The trend toward convenience is continuing to take hold in the fresh produce sector, with new research showing that having vegetables washed and cleaned ready for use is one of the three most important factors for Australian shoppers.
The data, taken from the latest Project Harvest report commissioned by Horticulture Innovation Australia, shows that 41 per cent of consumers consider it important to see on-pack claims that their fresh vegetables are washed and cleaned ready for use.
Australian consumers were also found to value packaging claims that stated vegetable products were “fresher for longer” and “Australian grown”.
“There are many Australians who want to buy fresh vegetables that are quick, easy and convenient, and the Australian vegetable industry is working hard to increase its range of product formats that satisfy these needs,” said Ausveg spokesperson Jarrod Strauch.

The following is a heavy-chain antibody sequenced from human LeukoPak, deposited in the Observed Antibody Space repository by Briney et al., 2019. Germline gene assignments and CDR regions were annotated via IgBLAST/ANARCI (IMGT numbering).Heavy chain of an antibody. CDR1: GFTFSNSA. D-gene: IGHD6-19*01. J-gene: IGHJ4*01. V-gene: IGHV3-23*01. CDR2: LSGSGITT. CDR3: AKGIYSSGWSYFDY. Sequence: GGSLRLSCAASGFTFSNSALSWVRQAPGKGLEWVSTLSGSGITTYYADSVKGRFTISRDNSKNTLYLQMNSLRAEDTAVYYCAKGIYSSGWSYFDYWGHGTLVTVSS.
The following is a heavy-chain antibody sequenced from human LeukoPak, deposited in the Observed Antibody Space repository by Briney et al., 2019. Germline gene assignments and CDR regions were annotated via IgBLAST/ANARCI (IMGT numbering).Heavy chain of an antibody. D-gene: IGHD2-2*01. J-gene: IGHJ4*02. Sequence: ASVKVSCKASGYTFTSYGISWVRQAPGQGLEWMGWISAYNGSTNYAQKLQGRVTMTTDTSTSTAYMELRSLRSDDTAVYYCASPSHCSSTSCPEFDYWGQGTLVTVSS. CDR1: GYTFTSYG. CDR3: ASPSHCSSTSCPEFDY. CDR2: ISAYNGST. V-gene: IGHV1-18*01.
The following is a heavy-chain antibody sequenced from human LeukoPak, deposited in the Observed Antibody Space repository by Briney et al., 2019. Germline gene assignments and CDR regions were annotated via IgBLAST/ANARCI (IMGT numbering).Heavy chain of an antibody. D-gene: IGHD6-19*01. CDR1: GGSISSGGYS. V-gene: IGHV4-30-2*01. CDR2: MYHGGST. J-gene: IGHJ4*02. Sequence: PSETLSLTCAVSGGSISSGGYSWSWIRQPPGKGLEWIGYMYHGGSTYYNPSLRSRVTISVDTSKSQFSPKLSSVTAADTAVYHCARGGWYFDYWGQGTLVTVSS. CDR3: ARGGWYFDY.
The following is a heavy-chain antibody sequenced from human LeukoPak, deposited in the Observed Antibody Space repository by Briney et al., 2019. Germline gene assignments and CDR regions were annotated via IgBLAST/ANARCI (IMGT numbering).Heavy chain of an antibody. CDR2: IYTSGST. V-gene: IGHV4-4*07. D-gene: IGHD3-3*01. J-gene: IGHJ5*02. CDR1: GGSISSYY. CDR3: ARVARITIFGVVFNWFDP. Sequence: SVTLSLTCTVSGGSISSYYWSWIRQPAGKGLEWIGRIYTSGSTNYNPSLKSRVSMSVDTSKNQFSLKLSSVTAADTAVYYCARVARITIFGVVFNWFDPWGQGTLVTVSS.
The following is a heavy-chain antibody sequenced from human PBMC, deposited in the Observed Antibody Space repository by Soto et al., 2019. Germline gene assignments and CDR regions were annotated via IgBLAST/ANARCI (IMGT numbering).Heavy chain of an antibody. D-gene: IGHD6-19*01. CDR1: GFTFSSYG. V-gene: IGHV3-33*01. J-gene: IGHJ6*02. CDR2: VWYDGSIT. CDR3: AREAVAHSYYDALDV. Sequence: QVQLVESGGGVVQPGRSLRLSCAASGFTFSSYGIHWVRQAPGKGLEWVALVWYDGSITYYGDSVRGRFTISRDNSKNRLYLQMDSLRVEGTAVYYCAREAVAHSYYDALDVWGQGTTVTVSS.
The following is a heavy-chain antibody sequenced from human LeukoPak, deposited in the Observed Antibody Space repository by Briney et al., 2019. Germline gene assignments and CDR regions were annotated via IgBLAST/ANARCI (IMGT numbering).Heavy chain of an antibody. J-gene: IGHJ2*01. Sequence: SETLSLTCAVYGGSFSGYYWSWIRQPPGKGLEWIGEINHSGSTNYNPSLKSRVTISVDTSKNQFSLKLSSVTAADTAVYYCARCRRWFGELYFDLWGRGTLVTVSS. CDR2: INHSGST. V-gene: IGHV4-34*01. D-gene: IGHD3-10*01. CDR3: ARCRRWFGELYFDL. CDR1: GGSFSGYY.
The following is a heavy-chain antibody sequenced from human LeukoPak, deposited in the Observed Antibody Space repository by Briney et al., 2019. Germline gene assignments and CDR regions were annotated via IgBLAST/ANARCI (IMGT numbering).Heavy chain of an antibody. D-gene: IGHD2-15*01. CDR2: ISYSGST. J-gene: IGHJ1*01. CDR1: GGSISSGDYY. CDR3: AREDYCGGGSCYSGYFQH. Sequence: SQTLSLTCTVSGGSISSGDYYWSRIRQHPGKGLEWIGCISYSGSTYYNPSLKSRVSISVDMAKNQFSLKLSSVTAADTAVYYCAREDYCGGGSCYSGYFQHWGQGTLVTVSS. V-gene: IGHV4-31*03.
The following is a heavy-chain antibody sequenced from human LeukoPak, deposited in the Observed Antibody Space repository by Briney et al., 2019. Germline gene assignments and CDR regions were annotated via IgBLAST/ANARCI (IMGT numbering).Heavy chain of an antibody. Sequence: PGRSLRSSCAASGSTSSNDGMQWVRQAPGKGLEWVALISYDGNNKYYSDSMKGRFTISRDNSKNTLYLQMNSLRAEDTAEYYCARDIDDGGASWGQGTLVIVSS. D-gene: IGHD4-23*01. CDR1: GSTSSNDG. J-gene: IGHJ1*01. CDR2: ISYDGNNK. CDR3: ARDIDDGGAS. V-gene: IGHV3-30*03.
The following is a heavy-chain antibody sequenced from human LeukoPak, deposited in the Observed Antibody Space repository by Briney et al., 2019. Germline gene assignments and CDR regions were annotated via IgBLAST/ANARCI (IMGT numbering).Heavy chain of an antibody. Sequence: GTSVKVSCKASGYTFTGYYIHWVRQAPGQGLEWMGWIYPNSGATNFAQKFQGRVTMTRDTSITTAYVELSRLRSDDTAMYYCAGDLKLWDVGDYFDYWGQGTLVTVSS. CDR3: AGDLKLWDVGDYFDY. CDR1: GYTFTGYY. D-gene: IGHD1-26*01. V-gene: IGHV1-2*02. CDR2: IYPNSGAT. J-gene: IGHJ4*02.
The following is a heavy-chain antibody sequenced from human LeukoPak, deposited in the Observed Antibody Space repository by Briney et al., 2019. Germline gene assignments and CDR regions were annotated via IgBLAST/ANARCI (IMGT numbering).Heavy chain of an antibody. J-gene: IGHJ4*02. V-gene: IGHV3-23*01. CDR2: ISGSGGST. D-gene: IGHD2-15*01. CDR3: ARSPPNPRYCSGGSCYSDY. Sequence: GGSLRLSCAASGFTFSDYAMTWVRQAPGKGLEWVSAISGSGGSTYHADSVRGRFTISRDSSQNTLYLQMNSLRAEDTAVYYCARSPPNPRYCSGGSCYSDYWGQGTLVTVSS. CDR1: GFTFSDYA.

“Helping consumers easily incorporate vegetables into their meals is a key aspect of increasing overall vegetable consumption in Australia, and industry is always looking for novel and innovative ways of making vegetable products that appeal to shoppers,” said Mr Strauch.
“In particular, pre-prepared and pre-packaged product formats – such as celery sticks that have been cut and washed already, or bags of washed mixed salad – are becoming increasingly common.”
Consumers are also interested in maximising the longevity of their fresh vegetable purchases, with 42 per cent of those surveyed saying that claims about their vegetables staying “fresher for longer” are important for them to see on-pack.
“Australians are mindful about food wastage, and for fresh vegetable consumers, this often translates to wanting to be sure that their purchases are going to be fresh and able to be used in multiple meals,” said Mr Strauch.
“While previous research has shown that consumers’ expectations of vegetable shelf-life are almost always met, this interest in packaging claims about freshness shows that it continues to be a major driver behind Australian shopping habits.”